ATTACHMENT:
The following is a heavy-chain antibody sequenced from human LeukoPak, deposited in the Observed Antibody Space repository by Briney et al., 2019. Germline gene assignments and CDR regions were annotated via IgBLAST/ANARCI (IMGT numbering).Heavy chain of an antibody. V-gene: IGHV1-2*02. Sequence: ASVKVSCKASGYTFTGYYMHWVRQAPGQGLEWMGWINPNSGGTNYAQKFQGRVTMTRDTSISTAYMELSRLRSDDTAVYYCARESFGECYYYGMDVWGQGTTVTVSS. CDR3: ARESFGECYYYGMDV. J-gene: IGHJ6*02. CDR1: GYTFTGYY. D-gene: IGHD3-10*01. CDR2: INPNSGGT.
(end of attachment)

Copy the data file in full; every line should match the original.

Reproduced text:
The following is a heavy-chain antibody sequenced from human LeukoPak, deposited in the Observed Antibody Space repository by Briney et al., 2019. Germline gene assignments and CDR regions were annotated via IgBLAST/ANARCI (IMGT numbering).Heavy chain of an antibody. V-gene: IGHV1-2*02. Sequence: ASVKVSCKASGYTFTGYYMHWVRQAPGQGLEWMGWINPNSGGTNYAQKFQGRVTMTRDTSISTAYMELSRLRSDDTAVYYCARESFGECYYYGMDVWGQGTTVTVSS. CDR3: ARESFGECYYYGMDV. J-gene: IGHJ6*02. CDR1: GYTFTGYY. D-gene: IGHD3-10*01. CDR2: INPNSGGT.